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Feature

Boiceville Cottages U.S.A.

Fall 2011
by Bill Wingell
Karin Patzke loves to garden. Patzke, who grew up in Texas and did her undergraduate studies in Chicago, moved to Ithaca last year to work on a doctorate in information sciences at Cornell University. In Chicago, Patzke says, she was limited to growing some vegetables in containers in the yard behind her apartment building. Now she does her gardening in a raised soil bed she built herself next to the cottage she rents in a unique and colorful community in Brooktondale, just southeast of Ithaca.

Patzke lives in Boiceville, a collection of storybook cottages built by Bruno Schickel, a Dryden-based contractor known for his imposing residential projects throughout the Finger Lakes. Schickel began building his gingerbread and finial-adorned cottages in l996 and last spring completed a third phase of construction that brought the number of Boiceville rental homes to 36. Another 24 are planned, said the builder.

Schickel builds his eye-catching cottages in clusters of three in a layout designed by his brother, Thomas Schickel, an Ithaca architect. Karin Patzke lives in a cluster that is painted a salmon color with red trim. Her neighbors in the cluster include Lydia Morken and her husband, Peter Krinke, and Maggie Jones and her husband, Karl Stewart. Coincidentally, Morken, also recently from Chicago and a Master’s degree candidate at Cornell in regional planning, moved into Boiceville last year on the same day as Patzke. Jones, a Cornell doctoral candidate in policy analysis and management, and her husband had been living in Ithaca for four years and also moved out to Boiceville last year.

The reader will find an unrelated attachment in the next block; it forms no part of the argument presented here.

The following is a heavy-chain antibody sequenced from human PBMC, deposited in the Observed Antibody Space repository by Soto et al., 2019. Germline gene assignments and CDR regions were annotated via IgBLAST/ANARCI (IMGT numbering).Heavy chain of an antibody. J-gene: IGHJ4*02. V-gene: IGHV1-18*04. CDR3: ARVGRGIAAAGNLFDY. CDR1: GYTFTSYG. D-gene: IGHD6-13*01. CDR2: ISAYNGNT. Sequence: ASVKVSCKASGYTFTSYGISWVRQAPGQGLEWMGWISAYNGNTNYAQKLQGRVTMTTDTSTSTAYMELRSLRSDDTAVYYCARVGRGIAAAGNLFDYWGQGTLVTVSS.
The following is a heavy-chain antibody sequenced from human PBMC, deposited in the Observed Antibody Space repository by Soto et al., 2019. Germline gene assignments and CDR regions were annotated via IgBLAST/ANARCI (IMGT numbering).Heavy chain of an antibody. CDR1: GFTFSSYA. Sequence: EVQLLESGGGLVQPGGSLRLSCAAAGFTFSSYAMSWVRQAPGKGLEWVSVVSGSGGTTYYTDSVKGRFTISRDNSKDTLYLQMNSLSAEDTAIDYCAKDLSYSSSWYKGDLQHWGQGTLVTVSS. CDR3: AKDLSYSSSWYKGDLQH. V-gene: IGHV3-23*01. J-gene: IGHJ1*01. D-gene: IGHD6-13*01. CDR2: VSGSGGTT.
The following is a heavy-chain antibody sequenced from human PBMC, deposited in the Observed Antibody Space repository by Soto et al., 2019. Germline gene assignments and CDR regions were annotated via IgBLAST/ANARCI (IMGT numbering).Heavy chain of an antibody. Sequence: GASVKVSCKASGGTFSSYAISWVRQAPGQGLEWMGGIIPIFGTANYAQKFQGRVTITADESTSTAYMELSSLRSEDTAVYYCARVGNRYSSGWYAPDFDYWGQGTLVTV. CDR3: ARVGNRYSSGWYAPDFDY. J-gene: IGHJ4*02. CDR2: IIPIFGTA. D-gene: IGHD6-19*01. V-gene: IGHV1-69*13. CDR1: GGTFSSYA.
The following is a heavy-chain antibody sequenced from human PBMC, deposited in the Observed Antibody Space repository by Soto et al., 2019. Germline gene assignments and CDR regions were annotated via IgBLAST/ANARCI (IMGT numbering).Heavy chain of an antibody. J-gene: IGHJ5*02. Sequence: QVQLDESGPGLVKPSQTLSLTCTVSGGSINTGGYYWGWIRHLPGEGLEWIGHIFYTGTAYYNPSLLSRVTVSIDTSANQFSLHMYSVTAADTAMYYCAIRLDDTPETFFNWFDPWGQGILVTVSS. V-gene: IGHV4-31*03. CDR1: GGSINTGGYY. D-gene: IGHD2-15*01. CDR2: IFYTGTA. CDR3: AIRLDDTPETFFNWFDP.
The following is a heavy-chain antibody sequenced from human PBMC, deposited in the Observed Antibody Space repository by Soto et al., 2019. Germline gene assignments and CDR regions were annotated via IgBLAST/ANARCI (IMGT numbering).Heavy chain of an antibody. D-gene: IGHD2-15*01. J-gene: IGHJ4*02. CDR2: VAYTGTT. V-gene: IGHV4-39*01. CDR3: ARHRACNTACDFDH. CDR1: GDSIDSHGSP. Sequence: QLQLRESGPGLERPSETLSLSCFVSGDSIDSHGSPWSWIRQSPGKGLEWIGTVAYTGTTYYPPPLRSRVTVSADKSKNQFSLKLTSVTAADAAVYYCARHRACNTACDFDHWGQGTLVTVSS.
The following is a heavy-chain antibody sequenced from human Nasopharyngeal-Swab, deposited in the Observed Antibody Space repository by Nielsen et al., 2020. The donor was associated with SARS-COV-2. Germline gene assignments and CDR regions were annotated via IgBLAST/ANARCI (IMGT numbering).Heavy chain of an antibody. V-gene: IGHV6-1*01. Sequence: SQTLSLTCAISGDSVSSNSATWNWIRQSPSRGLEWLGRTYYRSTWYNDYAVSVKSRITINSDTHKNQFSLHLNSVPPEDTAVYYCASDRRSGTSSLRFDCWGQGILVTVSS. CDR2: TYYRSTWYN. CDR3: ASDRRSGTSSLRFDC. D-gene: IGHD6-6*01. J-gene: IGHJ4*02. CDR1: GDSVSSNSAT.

A helping hand

Schickel lives with his wife, author and syndicated advice columnist Amy Dickinson, on a 200-acre farm near Dryden. He encourages his tenants at Boiceville to garden, and provides soil for planting beds. Patzke and her neighbors took advantage of Schickel’s help.

When it came time to build her raised bed, Patzke said, “I wanted to use some rot-resistant lumber but I didn’t want to use lumber that had been carted across the country – there are plenty of sawmills around here.” An Ithaca lumberyard advised her to contact the Robert E. Collins & Sons sawmill in Cayuta, Schuyler County. She drove the 20 miles to the Collins mill in her pickup truck and bought three eight-foot lengths of hemlock. “That was a really fun experience – I had never been to a sawmill before,” the student related. The mill also cut one of the boards into 4-foot lengths for her.

“I started most of my seeds in February, so by the time the plot was all set it was easy to put out the plants,” she said. “I put a lot of stuff in there. It’s a 4- by-8-foot space and I have pole beans, three varieties of tomatoes and two varieties of peppers; I have three or four varieties of carrots and two varieties of basil plus beets, lettuce, cabbage, broccoli, radishes, squash, eggplant, chard, kale and cucumbers.

“I love gardening, so I went all out,” Patzke said with a laugh. “It’s definitely one of my favorite things. I’m out there every morning watering and pruning, making sure everything is doing well. I cannot emphasize how much I love growing things – I did it in Chicago and I’ve been so happy to be able to continue it here. I find this place is perfect for it.”